Puppyhood is the best time to start your dog’s education – that means early training and early socialization. This period marks the peak of learning for dogs and is therefore described as the sensitive period of their behavioral development. During this age, and especially at about 8-12 weeks old, your puppy is like a sponge absorbing and processing all sorts of information which determines the kind of dog he is likely to become in adulthood. An example of this is how easy it is for young puppies to befriend different species of animals if they are exposed to them during this time. Dogs can become great friends with cats, birds, rabbits and all sorts of animals if they are introduced to these animals early on and allowed to regularly socialize with them. Socialization is also important for getting puppies used to being around different kinds of people: men, women, children, teenagers, people of various builds, height and weight, skin color, etc.

Some families who own puppies get lucky and unwittingly socialize their dog without putting any thought into it. In general, well-socialized puppies belong to big families, or families with homes that always have lots of visitors, or to owners that take their puppy on lots of outings. However, not all puppy owners are lucky enough to have such a perfect setup for socialization. For the puppy-owner who would rather not leave things to chance, Puppy Classes are a very proactive way to expose your young dog to a variety of people and experiences, thus setting him up to be a confident adult dog who is not easily frightened or overwhelmed by new places, people or experiences. This is what some trainers refer to as a dog having developed good “bounce-back”, that is, the dog easily recovers from the initial feelings of uncertainty when faced with novel situations.

You want a dog that is confident and has good “bounce-back” because otherwise your dog could become shy, fearful and even aggressive – this can be dangerous for the people that he is around and that need to handle him on a regular basis. Take for instance your regular visit to the vet’s office: a dog that has no confidence for being outdoors or leaving the house will find even a routine check-up to be frightening, which makes the experience stressful for the owner, the dog and even the vet. With just some simple conditioning and training in puppyhood involving lots of treats when being handled and many positive experiences with your vet, you can set your dog up to accept and even love veterinary examinations, eliminating his and your stress for all future veterinary visits.

Another thing to teach your puppy early on is bite inhibition. I have written a more detailed article on the subject of puppy bites which can be found HERE. Basically, you want your puppy to develop a soft mouth – that means that your puppy should learn about regulating his bite force. This is a better thing to teach than simply forbidding or punishing a puppy for nipping. A dog who develops a regulated bite is less likely to inflict serious injury on someone in the event that he does bite out of fear or on instinct to defend himself. This is an especially important lesson for dogs that are around children a lot, because kids move and play with dogs in unpredictable ways and may unintentionally hurt and startle a dog into biting.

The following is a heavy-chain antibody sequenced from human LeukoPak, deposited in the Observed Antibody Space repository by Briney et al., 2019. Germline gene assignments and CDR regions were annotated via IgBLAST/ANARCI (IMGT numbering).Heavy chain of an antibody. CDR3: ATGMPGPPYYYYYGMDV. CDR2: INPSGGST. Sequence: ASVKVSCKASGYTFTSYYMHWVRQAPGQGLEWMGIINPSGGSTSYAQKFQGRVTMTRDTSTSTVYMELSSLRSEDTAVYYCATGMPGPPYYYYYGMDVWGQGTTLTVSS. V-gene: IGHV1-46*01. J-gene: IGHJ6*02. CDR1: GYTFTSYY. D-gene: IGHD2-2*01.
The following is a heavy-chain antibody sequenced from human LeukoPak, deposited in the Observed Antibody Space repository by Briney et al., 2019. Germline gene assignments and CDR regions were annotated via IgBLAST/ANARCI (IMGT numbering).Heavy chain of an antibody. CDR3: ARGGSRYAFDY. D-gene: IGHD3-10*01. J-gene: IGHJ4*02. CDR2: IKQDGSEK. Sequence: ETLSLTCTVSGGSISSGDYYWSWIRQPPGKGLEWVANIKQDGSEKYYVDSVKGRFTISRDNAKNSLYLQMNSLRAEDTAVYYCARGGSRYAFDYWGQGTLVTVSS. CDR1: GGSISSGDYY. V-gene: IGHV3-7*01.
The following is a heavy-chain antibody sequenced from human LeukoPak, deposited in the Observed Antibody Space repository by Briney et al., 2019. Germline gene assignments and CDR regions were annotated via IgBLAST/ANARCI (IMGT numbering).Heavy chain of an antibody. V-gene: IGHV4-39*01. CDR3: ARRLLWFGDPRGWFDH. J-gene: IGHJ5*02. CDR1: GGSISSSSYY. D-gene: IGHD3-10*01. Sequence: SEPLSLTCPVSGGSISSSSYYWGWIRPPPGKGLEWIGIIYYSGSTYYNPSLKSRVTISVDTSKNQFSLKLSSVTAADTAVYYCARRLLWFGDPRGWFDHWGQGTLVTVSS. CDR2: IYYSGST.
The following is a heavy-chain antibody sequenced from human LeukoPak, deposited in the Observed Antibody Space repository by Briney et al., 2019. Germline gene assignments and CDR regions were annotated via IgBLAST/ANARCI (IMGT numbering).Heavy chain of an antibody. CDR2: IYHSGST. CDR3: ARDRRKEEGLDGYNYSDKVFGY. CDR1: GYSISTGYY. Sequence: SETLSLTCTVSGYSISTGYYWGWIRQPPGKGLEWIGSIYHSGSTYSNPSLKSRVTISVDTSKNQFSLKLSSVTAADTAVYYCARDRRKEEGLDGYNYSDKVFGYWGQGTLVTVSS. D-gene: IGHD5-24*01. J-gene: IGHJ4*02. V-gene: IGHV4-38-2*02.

Lastly, your puppy needs to learn about where to poop and pee. House soiling is one thing that a lot of owners complain to me about. The odd thing about a lot of Filipino dog owners is that they actually prefer for their dog to do their business in their crates or cages, instead of in a designated spot in the garden or yard, and they wonder why their dog will just hold it while he is inside his place of confinement. But the thing is dogs will on instinct NOT soil where they sleep. Dogs that soil their crates have been forced to do so because they couldn’t hold it any longer. Over time crate-soiling becomes a habit. You see this a lot in puppies who have been confined in petshops for very long periods of time. These are often the puppies that can be difficult to potty train because they have lost the aversion for soiling their living areas. Before your puppy gets into the habit of having accidents in his crate and around your home, it is best to give him lots of opportunities during the day to visit his designated potty spot and reward him with treats and praise when he does it in the proper place. Over time, your puppy will develop greater and greater bladder and bowel control so that you’ll only have to take him out for his potty business about three times in a day.

To summarize, Puppy Education is IMPORTANT. If you want an awesome dog – a dog that is confident,   behaviorally stable or balanced and trustworthy around family members and around your friends, then give him a solid foundation for his learning and behavioral development by starting his education and training early in life before bad behaviors become habits that will be very hard to break.

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